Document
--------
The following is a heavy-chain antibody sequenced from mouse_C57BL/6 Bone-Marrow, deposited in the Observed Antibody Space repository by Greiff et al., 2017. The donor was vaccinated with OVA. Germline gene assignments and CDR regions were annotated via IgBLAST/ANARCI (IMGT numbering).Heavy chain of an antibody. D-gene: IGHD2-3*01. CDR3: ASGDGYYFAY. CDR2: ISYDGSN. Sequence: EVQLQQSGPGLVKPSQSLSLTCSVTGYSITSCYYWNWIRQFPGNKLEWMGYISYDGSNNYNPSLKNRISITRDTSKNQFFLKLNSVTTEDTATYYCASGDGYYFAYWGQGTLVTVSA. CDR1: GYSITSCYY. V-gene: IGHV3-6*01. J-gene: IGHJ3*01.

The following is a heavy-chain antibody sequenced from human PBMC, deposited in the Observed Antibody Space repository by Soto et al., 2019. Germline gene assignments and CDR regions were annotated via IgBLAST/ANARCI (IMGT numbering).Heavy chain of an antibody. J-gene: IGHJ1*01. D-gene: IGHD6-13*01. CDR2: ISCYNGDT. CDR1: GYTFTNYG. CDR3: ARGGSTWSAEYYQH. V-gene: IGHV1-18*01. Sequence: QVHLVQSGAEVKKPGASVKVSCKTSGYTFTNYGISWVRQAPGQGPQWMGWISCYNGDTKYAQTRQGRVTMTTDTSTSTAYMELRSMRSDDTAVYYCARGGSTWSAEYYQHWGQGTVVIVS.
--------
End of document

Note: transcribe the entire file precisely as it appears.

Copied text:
The following is a heavy-chain antibody sequenced from mouse_C57BL/6 Bone-Marrow, deposited in the Observed Antibody Space repository by Greiff et al., 2017. The donor was vaccinated with OVA. Germline gene assignments and CDR regions were annotated via IgBLAST/ANARCI (IMGT numbering).Heavy chain of an antibody. D-gene: IGHD2-3*01. CDR3: ASGDGYYFAY. CDR2: ISYDGSN. Sequence: EVQLQQSGPGLVKPSQSLSLTCSVTGYSITSCYYWNWIRQFPGNKLEWMGYISYDGSNNYNPSLKNRISITRDTSKNQFFLKLNSVTTEDTATYYCASGDGYYFAYWGQGTLVTVSA. CDR1: GYSITSCYY. V-gene: IGHV3-6*01. J-gene: IGHJ3*01.

The following is a heavy-chain antibody sequenced from human PBMC, deposited in the Observed Antibody Space repository by Soto et al., 2019. Germline gene assignments and CDR regions were annotated via IgBLAST/ANARCI (IMGT numbering).Heavy chain of an antibody. J-gene: IGHJ1*01. D-gene: IGHD6-13*01. CDR2: ISCYNGDT. CDR1: GYTFTNYG. CDR3: ARGGSTWSAEYYQH. V-gene: IGHV1-18*01. Sequence: QVHLVQSGAEVKKPGASVKVSCKTSGYTFTNYGISWVRQAPGQGPQWMGWISCYNGDTKYAQTRQGRVTMTTDTSTSTAYMELRSMRSDDTAVYYCARGGSTWSAEYYQHWGQGTVVIVS.